July 30 (UPI) -- A less invasive procedure may help patients with clogged leg arteries live longer lives and avoid amputations, new research shows.
The findings were published Tuesday in Circulation: Cardiovascular Quality and Outcomes.
The study notes that the incidence of critical limb ischemia has continued to rise with the aging U.S. population. By the year 2050 it is estimated that the number of patients who undergo amputation will more than double from 1.6 million, to 3.6 million.
"The question has been whether to first offer an open surgery or an endovascular procedure to patients with critical limb ischemia. Each strategy has its benefits, but it is unclear which one first is optimal and we wanted to gain a better understanding of what the current outcomes were," study author Jonathan Lin, a researcher in the department of surgery at UC Davis Health, said in a news release.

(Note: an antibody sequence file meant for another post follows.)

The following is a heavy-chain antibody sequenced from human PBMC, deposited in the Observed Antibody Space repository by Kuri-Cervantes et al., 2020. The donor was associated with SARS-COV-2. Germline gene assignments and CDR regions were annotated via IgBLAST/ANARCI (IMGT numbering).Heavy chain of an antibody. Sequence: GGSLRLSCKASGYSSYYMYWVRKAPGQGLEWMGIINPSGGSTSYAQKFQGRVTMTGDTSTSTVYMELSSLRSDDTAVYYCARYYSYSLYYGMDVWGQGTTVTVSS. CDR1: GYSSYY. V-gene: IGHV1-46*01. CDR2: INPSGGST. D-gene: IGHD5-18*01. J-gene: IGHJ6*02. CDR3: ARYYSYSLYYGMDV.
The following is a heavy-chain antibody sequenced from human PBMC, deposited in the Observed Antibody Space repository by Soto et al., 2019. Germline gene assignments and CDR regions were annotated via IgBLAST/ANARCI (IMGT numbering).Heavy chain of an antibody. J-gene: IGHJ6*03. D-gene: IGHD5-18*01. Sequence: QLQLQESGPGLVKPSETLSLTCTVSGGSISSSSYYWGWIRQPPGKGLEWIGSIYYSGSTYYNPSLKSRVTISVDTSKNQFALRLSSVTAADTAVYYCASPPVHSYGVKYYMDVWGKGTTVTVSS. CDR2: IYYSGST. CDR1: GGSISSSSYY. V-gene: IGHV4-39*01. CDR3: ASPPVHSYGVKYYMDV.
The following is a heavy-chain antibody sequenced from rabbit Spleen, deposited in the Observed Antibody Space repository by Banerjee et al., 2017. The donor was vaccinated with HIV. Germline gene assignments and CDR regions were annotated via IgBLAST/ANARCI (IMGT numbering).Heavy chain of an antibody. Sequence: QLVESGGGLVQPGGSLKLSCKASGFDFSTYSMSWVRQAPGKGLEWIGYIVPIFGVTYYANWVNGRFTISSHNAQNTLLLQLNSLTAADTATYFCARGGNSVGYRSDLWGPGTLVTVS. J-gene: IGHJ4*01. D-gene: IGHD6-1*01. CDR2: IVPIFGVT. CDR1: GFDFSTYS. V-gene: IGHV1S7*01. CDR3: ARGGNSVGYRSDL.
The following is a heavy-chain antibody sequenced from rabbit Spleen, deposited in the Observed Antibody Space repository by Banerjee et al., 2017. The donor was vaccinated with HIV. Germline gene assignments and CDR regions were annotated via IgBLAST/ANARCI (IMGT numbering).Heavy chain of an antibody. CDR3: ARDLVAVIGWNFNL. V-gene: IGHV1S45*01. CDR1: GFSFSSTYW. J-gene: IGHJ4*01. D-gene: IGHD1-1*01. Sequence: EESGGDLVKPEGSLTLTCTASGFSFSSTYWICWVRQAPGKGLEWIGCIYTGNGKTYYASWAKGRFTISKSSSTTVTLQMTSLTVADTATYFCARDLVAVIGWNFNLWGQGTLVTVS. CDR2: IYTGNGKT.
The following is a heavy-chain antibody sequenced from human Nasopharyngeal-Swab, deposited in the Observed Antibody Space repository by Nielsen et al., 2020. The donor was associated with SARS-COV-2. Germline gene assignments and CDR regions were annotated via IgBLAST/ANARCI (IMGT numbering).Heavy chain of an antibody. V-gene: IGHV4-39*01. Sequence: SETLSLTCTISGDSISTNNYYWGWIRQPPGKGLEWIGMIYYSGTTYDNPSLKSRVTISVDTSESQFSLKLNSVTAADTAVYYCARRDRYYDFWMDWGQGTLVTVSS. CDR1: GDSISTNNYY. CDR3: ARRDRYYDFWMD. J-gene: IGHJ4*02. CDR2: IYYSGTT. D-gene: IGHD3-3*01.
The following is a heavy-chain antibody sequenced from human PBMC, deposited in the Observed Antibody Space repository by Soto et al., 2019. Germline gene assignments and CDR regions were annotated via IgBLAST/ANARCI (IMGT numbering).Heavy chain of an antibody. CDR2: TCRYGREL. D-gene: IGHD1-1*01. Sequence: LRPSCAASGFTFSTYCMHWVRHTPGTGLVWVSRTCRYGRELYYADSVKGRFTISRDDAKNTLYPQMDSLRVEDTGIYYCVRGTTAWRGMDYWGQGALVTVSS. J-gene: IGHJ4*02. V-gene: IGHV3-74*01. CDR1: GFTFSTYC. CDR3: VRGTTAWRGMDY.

Critical limb ischemia is a serious form of clogged leg artery, often leading to gangrene, slow healing leg wounds and amputation.
The study included more than 16,000 patients who either underwent open bypass first or endovascular procedure first to treat critical limb ischemia at hospitals throughout California.
The patients who first underwent the endovascular procedure lived longer without requiring an amputation and had a lower risk of needing a major amputation. They did, however, need additional surgery or procedures to regain blood flow.
Open surgeries work by rerouting blood through a piece of vein around a blockage to the lower leg and foot. For the endovascular method, a thin tube and wire go through a small cut in the groin to reach the blocked area. Once the area is unblocked, a medicine-coated wire mesh tube would keep it open.
The American Heart Association estimates the number of patients who have amputations will jump from 1.6 million to 3.6 million by 2050.
"Regardless, the type of therapy a patient will receive needs to be a decision that patients and their physicians arrive at together," Lin said. "Critical limb ischemia is usually not an emergency and there is time to determine the most appropriate course of therapy."